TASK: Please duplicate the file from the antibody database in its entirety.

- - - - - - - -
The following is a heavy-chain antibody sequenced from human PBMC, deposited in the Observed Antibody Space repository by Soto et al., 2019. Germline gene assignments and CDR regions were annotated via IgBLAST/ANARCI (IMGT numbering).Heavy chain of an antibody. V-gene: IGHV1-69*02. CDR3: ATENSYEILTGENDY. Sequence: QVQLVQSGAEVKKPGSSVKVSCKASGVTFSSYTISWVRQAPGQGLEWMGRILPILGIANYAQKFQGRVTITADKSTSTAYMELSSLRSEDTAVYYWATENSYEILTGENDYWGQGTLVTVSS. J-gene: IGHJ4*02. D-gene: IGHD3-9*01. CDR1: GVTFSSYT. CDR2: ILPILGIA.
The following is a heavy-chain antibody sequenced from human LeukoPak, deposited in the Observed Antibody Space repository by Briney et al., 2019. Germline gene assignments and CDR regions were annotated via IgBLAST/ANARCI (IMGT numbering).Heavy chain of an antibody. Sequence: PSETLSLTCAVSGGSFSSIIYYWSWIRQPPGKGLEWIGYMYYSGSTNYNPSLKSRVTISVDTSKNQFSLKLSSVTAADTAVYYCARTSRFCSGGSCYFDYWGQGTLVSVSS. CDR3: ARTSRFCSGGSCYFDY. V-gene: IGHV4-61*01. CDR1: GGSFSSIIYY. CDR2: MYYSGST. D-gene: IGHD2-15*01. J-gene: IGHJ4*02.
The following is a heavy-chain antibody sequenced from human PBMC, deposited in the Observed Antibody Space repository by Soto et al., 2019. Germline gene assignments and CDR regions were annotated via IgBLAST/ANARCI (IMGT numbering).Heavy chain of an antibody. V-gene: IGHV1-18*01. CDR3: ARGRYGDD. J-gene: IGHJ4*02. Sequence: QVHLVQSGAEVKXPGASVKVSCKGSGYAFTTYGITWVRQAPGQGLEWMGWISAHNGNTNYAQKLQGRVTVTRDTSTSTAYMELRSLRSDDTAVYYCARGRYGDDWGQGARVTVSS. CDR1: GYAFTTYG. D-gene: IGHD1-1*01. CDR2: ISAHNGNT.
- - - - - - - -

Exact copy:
The following is a heavy-chain antibody sequenced from human PBMC, deposited in the Observed Antibody Space repository by Soto et al., 2019. Germline gene assignments and CDR regions were annotated via IgBLAST/ANARCI (IMGT numbering).Heavy chain of an antibody. V-gene: IGHV1-69*02. CDR3: ATENSYEILTGENDY. Sequence: QVQLVQSGAEVKKPGSSVKVSCKASGVTFSSYTISWVRQAPGQGLEWMGRILPILGIANYAQKFQGRVTITADKSTSTAYMELSSLRSEDTAVYYWATENSYEILTGENDYWGQGTLVTVSS. J-gene: IGHJ4*02. D-gene: IGHD3-9*01. CDR1: GVTFSSYT. CDR2: ILPILGIA.
The following is a heavy-chain antibody sequenced from human LeukoPak, deposited in the Observed Antibody Space repository by Briney et al., 2019. Germline gene assignments and CDR regions were annotated via IgBLAST/ANARCI (IMGT numbering).Heavy chain of an antibody. Sequence: PSETLSLTCAVSGGSFSSIIYYWSWIRQPPGKGLEWIGYMYYSGSTNYNPSLKSRVTISVDTSKNQFSLKLSSVTAADTAVYYCARTSRFCSGGSCYFDYWGQGTLVSVSS. CDR3: ARTSRFCSGGSCYFDY. V-gene: IGHV4-61*01. CDR1: GGSFSSIIYY. CDR2: MYYSGST. D-gene: IGHD2-15*01. J-gene: IGHJ4*02.
The following is a heavy-chain antibody sequenced from human PBMC, deposited in the Observed Antibody Space repository by Soto et al., 2019. Germline gene assignments and CDR regions were annotated via IgBLAST/ANARCI (IMGT numbering).Heavy chain of an antibody. V-gene: IGHV1-18*01. CDR3: ARGRYGDD. J-gene: IGHJ4*02. Sequence: QVHLVQSGAEVKXPGASVKVSCKGSGYAFTTYGITWVRQAPGQGLEWMGWISAHNGNTNYAQKLQGRVTVTRDTSTSTAYMELRSLRSDDTAVYYCARGRYGDDWGQGARVTVSS. CDR1: GYAFTTYG. D-gene: IGHD1-1*01. CDR2: ISAHNGNT.